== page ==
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the position that the recipients of its solicitation letters were "members" of NRWC within the proviso set forth in § 441b(b)(4)(C). The Commission found probable cause to believe that a violation had occurred, and after completing the investigative procedures set out in the statute and unsuccessfully attempting to resolve the matter through conciliation, see 2 U.S.C. § 437g (1976 ed., Supp. V), it authorized the filing of a civil enforcement suit. This litigation followed.

Essential to the proper resolution of the case is the interpretation of § 441b(b)(4)(C)'s statement that the prohibition against corporate solicitation contained in § 441b(b)(4)(A) shall not prevent

a . . . corporation without capital stock . . . from soliciting contributions to [a separate segregated fund established by a corporation without capital stock] from members of such . . . corporation. . . .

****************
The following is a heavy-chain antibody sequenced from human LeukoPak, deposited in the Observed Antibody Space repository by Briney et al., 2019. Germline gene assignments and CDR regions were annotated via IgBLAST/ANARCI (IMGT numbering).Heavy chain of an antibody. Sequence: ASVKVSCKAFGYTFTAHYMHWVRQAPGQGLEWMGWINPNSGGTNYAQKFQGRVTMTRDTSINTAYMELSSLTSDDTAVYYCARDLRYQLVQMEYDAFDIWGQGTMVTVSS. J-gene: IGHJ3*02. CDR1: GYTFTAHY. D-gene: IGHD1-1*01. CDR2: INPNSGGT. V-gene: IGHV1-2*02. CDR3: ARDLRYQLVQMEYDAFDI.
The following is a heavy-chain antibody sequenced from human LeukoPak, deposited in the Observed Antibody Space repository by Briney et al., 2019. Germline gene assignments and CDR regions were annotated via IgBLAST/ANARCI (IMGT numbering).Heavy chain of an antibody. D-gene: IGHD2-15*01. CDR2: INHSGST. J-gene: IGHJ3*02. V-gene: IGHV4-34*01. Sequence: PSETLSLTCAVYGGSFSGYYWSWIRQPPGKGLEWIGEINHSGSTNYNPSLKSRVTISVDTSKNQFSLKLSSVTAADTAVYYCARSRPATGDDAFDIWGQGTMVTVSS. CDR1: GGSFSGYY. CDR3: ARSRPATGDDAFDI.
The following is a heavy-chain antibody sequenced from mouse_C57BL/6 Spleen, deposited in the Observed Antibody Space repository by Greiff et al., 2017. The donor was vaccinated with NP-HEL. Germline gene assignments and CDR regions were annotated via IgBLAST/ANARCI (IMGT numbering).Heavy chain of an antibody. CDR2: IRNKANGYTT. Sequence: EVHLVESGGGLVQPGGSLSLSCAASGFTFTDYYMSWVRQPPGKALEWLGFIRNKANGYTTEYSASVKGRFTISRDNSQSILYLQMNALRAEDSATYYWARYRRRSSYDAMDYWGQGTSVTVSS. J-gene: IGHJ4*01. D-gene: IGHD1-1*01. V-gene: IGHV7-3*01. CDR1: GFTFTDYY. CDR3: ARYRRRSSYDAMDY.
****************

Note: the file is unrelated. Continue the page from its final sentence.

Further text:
(Emphasis added.) The Court of Appeals rejected the Commission's contentions regarding the meaning of "member," and went on to hold that the term "embraces at least those individuals whom NRWC describes as its active and supporting members." 214 U.S.App.D.C. at 220, 665 F.2d at 376. The opinion of the Court of Appeals indicates that this construction was reached at least in part because of concern for the constitutional implications of any narrower construction. Id. at 218-220, 665 F.2d at 374-376. As explained below, we reject this construction.

The statutory purpose of § 441b, as outlined above, is to prohibit contributions or expenditures by corporations or labor organizations in connection...